Can You Time the Market When Buying a Home?

In many areas, home prices rise so quickly that it feels as though, when it comes to buying, the sooner the better. Potential homebuyers don't want to be priced out of the market, and they don't mind getting in on some of that rapid price appreciation.

But what about areas that don't experience double-digit percentage growth in home prices? If there's no real hurry to buy - including no pressure such as a job change or baby on the way - is it possible to "time the market" when buying a home?

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"Timing the market" is usually a phrase reserved for the stock exchanges. It refers to buying something at the trough of a price cycle and selling at the peak, or as close to one or both as you can get. It's hard to accomplish with stocks, and it's hard to accomplish when buying a home.


Here are some things for homebuyers to consider when trying to decide the right time to buy a home.


It's not just a financial decision

Even if you're not facing a job relocation or have a growing family, deciding the right time to move isn't just a financial decision. If you're not ready to be a homeowner, or are happy in your current neighborhood and not thrilled about leaving, it might not be time to buy.


The prospect of "buying low and selling high" - an elusive achievement anyway - might not be a good enough reason to take on a home you don't love. After all, you have to live in it. Waking up each morning in a home you're not thrilled with, maybe in a neighborhood not as great as your last one, can wear on you.


Making a quality-of-life sacrifice to buy a home now because you think you're getting a great deal and can sell it for much more later might not turn out great in the long run. Buying a home is an emotional decision and not all about the dollars and cents.


Keep an eye on news about interest rates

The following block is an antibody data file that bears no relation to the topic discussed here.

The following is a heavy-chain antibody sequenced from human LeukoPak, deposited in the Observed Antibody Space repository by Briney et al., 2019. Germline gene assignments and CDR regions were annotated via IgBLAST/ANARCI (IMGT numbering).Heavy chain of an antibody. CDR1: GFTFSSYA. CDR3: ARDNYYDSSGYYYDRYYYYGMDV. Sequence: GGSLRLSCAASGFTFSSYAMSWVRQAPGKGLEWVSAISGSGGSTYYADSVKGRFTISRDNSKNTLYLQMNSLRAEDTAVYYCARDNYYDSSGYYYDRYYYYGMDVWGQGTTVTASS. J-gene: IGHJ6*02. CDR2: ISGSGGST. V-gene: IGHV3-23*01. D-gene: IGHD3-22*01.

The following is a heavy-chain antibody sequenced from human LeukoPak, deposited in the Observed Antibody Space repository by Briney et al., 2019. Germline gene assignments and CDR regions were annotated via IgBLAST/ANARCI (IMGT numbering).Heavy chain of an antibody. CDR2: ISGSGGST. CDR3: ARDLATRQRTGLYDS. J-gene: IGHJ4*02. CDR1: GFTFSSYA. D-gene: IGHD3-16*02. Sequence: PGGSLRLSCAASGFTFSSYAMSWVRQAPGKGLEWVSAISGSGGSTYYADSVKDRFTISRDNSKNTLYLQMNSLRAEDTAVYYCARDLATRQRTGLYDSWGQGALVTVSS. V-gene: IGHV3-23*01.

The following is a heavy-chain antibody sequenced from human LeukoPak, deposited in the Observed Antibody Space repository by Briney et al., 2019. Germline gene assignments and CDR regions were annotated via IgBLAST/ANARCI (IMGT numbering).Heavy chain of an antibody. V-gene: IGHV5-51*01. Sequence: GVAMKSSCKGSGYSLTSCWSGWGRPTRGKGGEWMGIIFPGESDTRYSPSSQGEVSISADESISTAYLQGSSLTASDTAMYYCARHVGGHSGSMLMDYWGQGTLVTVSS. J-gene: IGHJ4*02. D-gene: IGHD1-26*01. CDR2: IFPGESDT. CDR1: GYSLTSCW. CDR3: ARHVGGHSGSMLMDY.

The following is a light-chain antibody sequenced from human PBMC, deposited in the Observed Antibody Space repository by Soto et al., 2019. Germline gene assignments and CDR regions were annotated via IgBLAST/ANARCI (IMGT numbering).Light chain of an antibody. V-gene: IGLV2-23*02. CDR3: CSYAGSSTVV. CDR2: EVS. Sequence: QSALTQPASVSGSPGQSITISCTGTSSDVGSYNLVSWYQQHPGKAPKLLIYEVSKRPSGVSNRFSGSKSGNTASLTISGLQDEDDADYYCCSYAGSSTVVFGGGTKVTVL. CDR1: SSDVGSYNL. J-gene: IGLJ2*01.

Mortgage rates in the United States have been at or near historic lows for more than a decade, but rock-bottom rates won't last forever.


On a 30-year fixed-rate mortgage, a half-point difference in the interest rate works out to about $30 per month for each $100,000 borrowed. So a $200,000 mortgage will have a $60 higher monthly payment when rates creep up half-a-point. For some homebuyers, that could be the difference between qualifying and not qualifying for the house they want.


Also, keep in mind that indicators pointing to a rise in rates is likely to result in an increase of buyers in the market. The more buyers out there, the more competition you'll have for homes for sale.

Talk to a professional

Most people these days start their home search online. But there's still something to be said for the local real estate agent, who can often provide homebuyers with information not readily available online, such as average days on market, pricing trends for particular neighborhoods and buyer and seller activity.


It's important to be an educated buyer, and websites can definitely help advance that cause. But trying to time the market as a homebuyer involves picking a time when the number of available homes for sale is higher and the number of competing buyers is lower. That's hyper-local information sometimes, and even though they're not exactly the gatekeepers of information they once were, local real estate pros can provide details that not every website can.


The short answer about timing the market is that you probably can't, at least not very precisely. But there are a few factors that are worthy of your consideration when trying to predict the right time to buy a home.